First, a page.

Maybe politics IS hysterics and maybe we should indeed get rid of politics; not to get into a more pure unpolitical state and not to go towards the blissfully apolitical state, in which people are 'checked' by other people to do 'the right thing' but to get to this state of administering the plenty that is the result of human creativity in bureaucratic but uncontroversial ways that give everybody at least what they need as subsistence, what they need to do their unmanaged & non-coerced 'whatever-it-may-be' bit that'll keep the wheel of human creativity rolling to ... wherever it damned well wants to roll (or better: rolls).

Not denying the present but enjoying that is is better than what came before - & that it can only go uphill from here. Uphill not because we are all pushing the rock with all of the effort we can muster in the 'right' direction but because some inventive lady is giving it an impetus in that direction because ... why the hell would she kick it down? What would be the purpose, over time, of people to keep that bloody rock down in a valley of miseries when with less effort it can be hoisted to new heights?

What do I have to offer?

Fuck melancholic anarchists. Welcome to decadence!

Optimism is all I have to offer. Not even clarity because a clear idea is not an idea I would want to express :-)

"He immediately came to the insight that - in human history - there is no voluntary 'Back!'. But the aggravating circumstance is that there is also no useful 'Forward!'. Allow me to put it to you that it is a most curious situation, in which there is neither a forward nor a back & in which the current moment is considered as equally unbearable."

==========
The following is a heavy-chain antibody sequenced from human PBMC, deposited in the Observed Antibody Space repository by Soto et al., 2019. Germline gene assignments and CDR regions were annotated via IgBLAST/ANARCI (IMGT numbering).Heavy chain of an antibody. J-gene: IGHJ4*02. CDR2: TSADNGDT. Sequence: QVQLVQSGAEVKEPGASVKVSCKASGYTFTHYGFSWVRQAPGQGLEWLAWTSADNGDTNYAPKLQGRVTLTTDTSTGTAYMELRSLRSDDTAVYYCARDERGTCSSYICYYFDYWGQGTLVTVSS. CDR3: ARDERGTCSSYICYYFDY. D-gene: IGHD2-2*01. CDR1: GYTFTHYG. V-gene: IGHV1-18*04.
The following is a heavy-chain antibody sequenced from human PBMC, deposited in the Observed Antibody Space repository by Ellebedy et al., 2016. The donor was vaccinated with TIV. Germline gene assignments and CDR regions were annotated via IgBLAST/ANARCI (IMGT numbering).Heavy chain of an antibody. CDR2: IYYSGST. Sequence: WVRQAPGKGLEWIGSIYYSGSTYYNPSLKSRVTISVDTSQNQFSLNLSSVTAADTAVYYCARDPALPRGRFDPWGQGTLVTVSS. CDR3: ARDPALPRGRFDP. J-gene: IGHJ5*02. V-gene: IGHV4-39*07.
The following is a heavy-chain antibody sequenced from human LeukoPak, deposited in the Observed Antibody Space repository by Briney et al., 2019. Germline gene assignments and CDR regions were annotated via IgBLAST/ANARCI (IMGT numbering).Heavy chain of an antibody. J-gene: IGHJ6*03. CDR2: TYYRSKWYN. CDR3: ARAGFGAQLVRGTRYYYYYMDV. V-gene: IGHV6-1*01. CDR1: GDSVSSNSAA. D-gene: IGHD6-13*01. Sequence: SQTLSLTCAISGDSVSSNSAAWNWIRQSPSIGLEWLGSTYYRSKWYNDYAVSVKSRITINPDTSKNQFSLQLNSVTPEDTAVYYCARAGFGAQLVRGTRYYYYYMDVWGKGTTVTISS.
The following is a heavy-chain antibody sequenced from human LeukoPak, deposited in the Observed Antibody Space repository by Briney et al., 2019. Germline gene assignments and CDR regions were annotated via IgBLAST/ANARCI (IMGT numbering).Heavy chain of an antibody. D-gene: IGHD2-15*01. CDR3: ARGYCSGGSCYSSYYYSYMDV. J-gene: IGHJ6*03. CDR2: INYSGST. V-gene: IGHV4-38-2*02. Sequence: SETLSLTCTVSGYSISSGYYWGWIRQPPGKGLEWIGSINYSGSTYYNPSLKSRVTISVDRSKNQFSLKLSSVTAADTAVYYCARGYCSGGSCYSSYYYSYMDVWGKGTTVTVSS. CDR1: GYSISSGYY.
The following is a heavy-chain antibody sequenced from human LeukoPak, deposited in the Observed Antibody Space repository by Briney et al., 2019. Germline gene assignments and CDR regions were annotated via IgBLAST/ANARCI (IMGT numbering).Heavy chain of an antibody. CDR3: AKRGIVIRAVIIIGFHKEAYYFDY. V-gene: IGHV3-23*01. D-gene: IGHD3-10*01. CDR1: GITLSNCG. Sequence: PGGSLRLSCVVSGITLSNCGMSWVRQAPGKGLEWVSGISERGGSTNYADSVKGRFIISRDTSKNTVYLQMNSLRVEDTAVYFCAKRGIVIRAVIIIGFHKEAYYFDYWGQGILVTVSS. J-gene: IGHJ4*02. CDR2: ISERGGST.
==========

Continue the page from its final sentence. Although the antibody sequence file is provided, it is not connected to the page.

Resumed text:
Whilst writing this I was listening (again?) to Sonny Rollins, Soneymoon (it cheers me right up - what can I say!).

17:05 Gepost door Guido Nius in Muziek | Permalink | Commentaren (0) | Tags: musil, decadence, tones, optimism, dynamics |  Facebook |


Vivere si rectè nescis ...

"Vivere si rectè nescis, decede peritis;
Lusisti satis, edisti satis atque bibisti;
Tempus abire tibi est, ne potum largius aequo
Rideat et pulset lasciva decentius aetas;"

Horatius as quoted by M. de Montaigne in: Essais II, Editions Gallimard, 1965, Chapitre XII (Apologie de Raimond Sebond), p. 213.

(amateuristic English translation below)

For lovers of Latin (all dead languages will be categorized under Montaigne - by the way - because he is the first of the individual thinkers that broke free from thinking himself an instantiation of something grander, & the first therefore to take classical texts and derive from them the first seeds of individuality that were put there in the inspired moments of a few individuals, ready to be harvested by the great - but not Great! - Michel who started this great cross-fertilization of independence, that allows me to do what I pretty well damn please to do, without worrying in which scheme it's fitting).